Singapore, August 23 (Reuters) – U.S. Vice President Kamala Harris will meet Singapore’s leaders on Monday on the first working day of a trip to Southeast Asia aimed at bolstering ties as part of Washington’s efforts to counter China’s growing influence.
Harris will meet Singapore’s President Halimah Yacob and Prime Minister Lee Hsien Loong and later visit the Changi Naval Base and tour the USS Tulsa – a combat ship of the U.S. Navy.
Singapore is not a U.S. treaty ally, but remains one of its strongest security partners in the region with deep trade ties. However, it also seeks to balance its relationships with the United States and China by not taking sides.
The country is home to the biggest port in Southeast Asia, and supports continued free navigation in the area, where China is growing increasingly assertive.
Harris arrived in Singapore on Sunday at the start of a seven-day visit to the region, which will also include a trip to Vietnam. During the visits U.S. officials will aim to address Washington’s concerns about China’s claims to disputed parts of the South China Sea.
“Singapore has encouraged greater U.S. engagement in Asia, but warned that efforts to ‘contain’ China’s rise are counterproductive,” according to a report released in April by the Congressional Research Service, which conducts research and analysis for the U.S. Congress.
“Singapore has maintained generally good relations with China, at least partly as a hedge against possible U.S. retrenchment,” the report said.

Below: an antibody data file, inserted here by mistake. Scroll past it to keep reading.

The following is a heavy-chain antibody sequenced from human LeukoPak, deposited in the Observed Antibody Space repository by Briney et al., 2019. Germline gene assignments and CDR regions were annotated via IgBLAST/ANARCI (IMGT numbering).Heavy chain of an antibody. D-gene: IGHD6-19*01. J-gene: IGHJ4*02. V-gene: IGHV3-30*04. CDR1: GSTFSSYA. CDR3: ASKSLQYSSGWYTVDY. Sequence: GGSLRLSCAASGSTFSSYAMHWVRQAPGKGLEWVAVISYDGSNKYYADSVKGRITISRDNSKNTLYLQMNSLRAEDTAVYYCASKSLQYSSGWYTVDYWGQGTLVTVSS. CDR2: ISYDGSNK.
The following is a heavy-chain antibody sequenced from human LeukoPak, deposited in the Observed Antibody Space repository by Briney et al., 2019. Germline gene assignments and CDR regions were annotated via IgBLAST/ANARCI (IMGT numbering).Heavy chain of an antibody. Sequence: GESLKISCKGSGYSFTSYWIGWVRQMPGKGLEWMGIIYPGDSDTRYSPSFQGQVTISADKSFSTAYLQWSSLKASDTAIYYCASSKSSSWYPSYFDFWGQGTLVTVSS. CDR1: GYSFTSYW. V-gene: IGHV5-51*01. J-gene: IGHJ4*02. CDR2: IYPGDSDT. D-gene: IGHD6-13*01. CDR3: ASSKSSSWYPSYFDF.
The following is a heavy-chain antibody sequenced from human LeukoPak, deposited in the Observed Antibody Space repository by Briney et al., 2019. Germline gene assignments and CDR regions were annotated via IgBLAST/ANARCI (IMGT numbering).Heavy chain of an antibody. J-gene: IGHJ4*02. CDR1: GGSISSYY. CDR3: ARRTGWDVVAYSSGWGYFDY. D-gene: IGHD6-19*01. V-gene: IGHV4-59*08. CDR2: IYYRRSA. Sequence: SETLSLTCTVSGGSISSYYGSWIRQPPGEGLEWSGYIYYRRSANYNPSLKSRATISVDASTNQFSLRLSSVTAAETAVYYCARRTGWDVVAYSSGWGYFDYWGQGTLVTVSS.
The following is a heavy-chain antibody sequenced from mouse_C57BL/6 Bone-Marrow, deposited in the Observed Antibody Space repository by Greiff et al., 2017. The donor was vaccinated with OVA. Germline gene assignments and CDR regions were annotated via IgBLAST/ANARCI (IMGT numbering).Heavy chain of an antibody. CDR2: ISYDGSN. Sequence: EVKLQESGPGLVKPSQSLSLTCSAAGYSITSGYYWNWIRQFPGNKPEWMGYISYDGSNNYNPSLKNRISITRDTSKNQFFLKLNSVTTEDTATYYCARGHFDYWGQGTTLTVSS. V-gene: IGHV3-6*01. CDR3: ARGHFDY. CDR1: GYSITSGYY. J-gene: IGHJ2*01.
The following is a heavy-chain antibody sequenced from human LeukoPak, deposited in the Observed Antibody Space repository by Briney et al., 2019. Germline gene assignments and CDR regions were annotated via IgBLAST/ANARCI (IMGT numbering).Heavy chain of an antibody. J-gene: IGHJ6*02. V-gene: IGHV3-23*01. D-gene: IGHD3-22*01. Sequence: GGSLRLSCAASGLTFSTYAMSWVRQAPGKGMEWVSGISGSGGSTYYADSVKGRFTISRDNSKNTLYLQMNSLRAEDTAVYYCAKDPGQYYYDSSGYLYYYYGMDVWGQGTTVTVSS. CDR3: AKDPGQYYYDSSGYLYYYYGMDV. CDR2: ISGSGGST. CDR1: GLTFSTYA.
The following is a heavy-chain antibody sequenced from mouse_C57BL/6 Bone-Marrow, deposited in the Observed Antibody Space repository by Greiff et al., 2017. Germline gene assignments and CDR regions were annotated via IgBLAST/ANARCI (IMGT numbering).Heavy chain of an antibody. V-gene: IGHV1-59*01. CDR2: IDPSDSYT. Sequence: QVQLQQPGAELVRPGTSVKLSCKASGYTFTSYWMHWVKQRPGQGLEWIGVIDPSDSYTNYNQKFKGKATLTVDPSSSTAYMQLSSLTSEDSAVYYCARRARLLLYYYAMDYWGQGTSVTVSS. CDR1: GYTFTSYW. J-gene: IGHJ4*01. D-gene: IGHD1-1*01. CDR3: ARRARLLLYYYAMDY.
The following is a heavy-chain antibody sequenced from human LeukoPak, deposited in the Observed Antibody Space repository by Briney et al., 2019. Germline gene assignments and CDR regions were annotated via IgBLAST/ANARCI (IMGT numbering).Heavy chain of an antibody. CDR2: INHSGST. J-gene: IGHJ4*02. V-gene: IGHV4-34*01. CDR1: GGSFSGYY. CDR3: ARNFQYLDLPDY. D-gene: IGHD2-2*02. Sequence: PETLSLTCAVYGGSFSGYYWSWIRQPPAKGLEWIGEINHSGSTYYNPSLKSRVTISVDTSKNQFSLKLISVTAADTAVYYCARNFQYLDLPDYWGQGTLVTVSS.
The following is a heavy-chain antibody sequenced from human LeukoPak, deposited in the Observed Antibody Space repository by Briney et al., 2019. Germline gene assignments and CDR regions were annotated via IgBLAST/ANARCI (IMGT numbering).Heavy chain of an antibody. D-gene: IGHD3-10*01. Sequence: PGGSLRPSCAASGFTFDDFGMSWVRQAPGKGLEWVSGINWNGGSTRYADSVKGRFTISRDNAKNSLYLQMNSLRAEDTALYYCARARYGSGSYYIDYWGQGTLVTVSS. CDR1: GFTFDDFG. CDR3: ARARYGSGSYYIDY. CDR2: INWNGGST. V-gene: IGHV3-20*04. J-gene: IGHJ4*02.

In a recent interview with Reuters, Singapore’s foreign minister Vivian Balakrishnan, welcomed the role the United States and China play in the region – reflecting the delicate diplomacy it has succeeded at and one Harris has to navigate.
He said the United States and Singapore will discuss topics such as the pandemic, the digital economy and cybersecurity.
“Leadership in the two countries are likely to be careful to avoid creating impressions that Beijing may find reason to be antagonistic about,” said Chong Ja Ian, a political scientist at the National University of Singapore, referring to Singapore and Vietnam, where Harris heads on Tuesday evening.
Part of Harris’s task will also be convincing leaders in Singapore and Vietnam that Washington’s commitment to Southeast Asia is firm and not a parallel to Afghanistan.
Curtis Chin, Asian fellow at the Milken Institute and former U.S. Ambassador to the Asian Development Bank, said the United States needs an “all-in pivot to Asia including a business pivot, and Singapore and Vietnam can be key partners in that effort.”
“Restoring trust and confidence in U.S. steadfastness and staying power though must come first,” Chin said.